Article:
This past weekend January 15-18, the Anti Police-Terror Project (APTP) held their seventh annual Weekend of Action.
Each year the APTP celebrates Martin Luther King Day with a weekend of action, typically culminating in a “March to Reclaim MLK’s Radical Legacy,” on Monday. This year, the march was instead a car caravan traveling from Middle Harbor Shoreline Park in Oakland to Oakland District Attorney Nancy O’Malley’s home in Alameda.
Several virtual workshops occurred throughout the weekend including a “Know Your Rights to Fight Eviction” workshop led by Causa Justa Just Cause, a Virtual Wailing Ceremony led by Black Women Respond, and a community forum on O’Malley’s decision not to charge the BART police officer, Anthony Pirone, who was holding Oscar Grant face down when Johannes Mehserle shot him in the back. The forum was led by the Oscar Grant Coalition and included prominent activists including Kamau Bell, the family of Emmett Till, Patrisse Cullors of Black Lives Matter, and others.
In response to those who may worry the movement to defund Oakland Police by 50 percent is generating too much us-versus-them-style tension between progressives and police, APTP co-founder Cat Brooks reframes the question entirely. “It was us versus them when they were birthed out of the slave trade — police have never served Black people in this country, ever, so they’ve always made it about us versus them,” she says. “This is us demanding that our humanity be seen and respected.”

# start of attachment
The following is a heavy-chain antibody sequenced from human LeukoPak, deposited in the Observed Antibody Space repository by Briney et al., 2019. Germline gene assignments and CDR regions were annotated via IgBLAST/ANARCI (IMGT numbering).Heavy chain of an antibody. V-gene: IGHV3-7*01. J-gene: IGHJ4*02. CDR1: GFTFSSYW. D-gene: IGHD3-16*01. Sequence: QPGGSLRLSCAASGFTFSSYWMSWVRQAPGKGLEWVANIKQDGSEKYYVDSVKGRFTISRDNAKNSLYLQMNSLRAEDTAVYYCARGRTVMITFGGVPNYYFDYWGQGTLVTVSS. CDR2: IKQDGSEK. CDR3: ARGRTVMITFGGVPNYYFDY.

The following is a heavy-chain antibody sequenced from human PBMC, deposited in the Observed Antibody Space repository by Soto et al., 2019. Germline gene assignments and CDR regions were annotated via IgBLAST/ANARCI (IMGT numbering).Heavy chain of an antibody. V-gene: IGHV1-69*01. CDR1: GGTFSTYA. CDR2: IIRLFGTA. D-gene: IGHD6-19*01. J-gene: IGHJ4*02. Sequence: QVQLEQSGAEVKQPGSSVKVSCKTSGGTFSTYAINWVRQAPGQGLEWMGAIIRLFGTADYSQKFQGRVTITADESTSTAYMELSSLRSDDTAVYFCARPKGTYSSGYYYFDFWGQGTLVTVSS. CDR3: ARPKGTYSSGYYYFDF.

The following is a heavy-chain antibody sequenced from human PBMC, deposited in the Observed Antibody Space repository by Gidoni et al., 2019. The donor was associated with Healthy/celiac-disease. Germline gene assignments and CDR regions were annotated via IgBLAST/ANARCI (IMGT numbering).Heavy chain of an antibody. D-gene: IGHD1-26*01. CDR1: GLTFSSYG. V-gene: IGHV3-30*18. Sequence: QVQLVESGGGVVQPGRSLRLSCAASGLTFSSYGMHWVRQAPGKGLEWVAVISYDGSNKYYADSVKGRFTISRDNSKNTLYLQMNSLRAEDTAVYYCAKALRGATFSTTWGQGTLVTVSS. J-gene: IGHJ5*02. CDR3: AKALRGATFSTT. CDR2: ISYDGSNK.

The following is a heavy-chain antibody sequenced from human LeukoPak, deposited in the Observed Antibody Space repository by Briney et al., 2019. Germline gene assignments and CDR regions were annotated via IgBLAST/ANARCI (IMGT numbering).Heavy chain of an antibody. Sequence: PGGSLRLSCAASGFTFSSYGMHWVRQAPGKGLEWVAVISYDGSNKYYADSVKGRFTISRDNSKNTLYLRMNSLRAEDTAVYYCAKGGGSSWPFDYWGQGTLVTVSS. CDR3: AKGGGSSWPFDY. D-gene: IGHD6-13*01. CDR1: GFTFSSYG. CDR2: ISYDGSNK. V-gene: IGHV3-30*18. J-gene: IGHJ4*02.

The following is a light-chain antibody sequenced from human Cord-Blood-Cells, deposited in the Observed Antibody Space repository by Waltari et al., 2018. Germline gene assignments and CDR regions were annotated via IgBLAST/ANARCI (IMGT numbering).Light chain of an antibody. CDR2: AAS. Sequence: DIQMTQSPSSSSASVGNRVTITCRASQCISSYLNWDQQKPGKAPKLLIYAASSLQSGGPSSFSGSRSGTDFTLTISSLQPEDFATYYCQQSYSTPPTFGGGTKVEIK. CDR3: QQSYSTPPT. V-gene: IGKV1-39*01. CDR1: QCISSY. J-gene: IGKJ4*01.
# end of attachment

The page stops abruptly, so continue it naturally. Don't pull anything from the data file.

The Anti Police-Terror Project finished the weekend and prepared for the Monday caravan with a virtual teach-in as to why they are pushing to defund the Oakland Police Department by 50 percent — and why they believe the fight to do so is following in Martin Luther King’s legacy. While 67 percent of OPD calls do not involve physical violence, weapons, threats to safety, or threats to property, the city spends $330 million on its police force — more than it does on equity programs, economic and workforce development, parks, rec and youth development, libraries, housing, transportation, and human services combined. The 25th highest-paid officer made $289,000 in 2020, according to the teach-in — $137,000 of which was made in overtime pay. These are just some of the reasons why APTP said they will continue fighting to defund the Oakland Police Department.
The caravan had approximately 500 cars participating according to a radio broadcast APTP created for the protest. Along the route, residents of Oakland and Alameda stepped onto their doorsteps applauding and cheering. Several were seen jumping into their own cars to join the protest as well.
The weekend ended as protestors, mostly in cars, gathered around District Attorney Nancy O’Malley’s home. Though the event was peaceful, volunteer security working with APTP noticed a man offended by the protest approaching protestors with a rifle. Once the man was noticed organizers quickly ordered protestors to disburse and the event ended peacefully.